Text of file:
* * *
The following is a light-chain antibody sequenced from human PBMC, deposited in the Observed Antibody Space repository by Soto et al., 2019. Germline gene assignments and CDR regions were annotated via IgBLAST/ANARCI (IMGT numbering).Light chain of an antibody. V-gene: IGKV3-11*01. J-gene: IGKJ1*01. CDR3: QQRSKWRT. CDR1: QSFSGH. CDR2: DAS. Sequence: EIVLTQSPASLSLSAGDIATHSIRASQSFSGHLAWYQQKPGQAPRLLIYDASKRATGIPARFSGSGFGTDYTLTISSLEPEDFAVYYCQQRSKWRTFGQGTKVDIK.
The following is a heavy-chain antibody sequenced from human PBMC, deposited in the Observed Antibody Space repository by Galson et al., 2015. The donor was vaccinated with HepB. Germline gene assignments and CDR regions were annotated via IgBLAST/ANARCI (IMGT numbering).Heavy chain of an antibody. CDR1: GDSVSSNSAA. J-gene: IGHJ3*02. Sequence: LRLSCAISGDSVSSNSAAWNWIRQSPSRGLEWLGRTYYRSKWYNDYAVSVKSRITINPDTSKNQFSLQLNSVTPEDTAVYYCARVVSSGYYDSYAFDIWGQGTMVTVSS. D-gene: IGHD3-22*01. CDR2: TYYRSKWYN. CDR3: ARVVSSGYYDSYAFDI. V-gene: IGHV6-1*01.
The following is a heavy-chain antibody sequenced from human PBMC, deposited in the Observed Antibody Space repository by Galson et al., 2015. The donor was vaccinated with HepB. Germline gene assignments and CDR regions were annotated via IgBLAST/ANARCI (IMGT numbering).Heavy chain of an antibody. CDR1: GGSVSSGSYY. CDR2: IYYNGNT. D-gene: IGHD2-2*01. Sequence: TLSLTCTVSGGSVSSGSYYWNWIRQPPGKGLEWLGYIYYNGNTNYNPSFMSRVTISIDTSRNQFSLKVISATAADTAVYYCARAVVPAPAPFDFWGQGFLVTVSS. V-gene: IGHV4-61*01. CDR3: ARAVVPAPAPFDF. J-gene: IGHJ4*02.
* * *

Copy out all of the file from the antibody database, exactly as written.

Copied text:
The following is a light-chain antibody sequenced from human PBMC, deposited in the Observed Antibody Space repository by Soto et al., 2019. Germline gene assignments and CDR regions were annotated via IgBLAST/ANARCI (IMGT numbering).Light chain of an antibody. V-gene: IGKV3-11*01. J-gene: IGKJ1*01. CDR3: QQRSKWRT. CDR1: QSFSGH. CDR2: DAS. Sequence: EIVLTQSPASLSLSAGDIATHSIRASQSFSGHLAWYQQKPGQAPRLLIYDASKRATGIPARFSGSGFGTDYTLTISSLEPEDFAVYYCQQRSKWRTFGQGTKVDIK.
The following is a heavy-chain antibody sequenced from human PBMC, deposited in the Observed Antibody Space repository by Galson et al., 2015. The donor was vaccinated with HepB. Germline gene assignments and CDR regions were annotated via IgBLAST/ANARCI (IMGT numbering).Heavy chain of an antibody. CDR1: GDSVSSNSAA. J-gene: IGHJ3*02. Sequence: LRLSCAISGDSVSSNSAAWNWIRQSPSRGLEWLGRTYYRSKWYNDYAVSVKSRITINPDTSKNQFSLQLNSVTPEDTAVYYCARVVSSGYYDSYAFDIWGQGTMVTVSS. D-gene: IGHD3-22*01. CDR2: TYYRSKWYN. CDR3: ARVVSSGYYDSYAFDI. V-gene: IGHV6-1*01.
The following is a heavy-chain antibody sequenced from human PBMC, deposited in the Observed Antibody Space repository by Galson et al., 2015. The donor was vaccinated with HepB. Germline gene assignments and CDR regions were annotated via IgBLAST/ANARCI (IMGT numbering).Heavy chain of an antibody. CDR1: GGSVSSGSYY. CDR2: IYYNGNT. D-gene: IGHD2-2*01. Sequence: TLSLTCTVSGGSVSSGSYYWNWIRQPPGKGLEWLGYIYYNGNTNYNPSFMSRVTISIDTSRNQFSLKVISATAADTAVYYCARAVVPAPAPFDFWGQGFLVTVSS. V-gene: IGHV4-61*01. CDR3: ARAVVPAPAPFDF. J-gene: IGHJ4*02.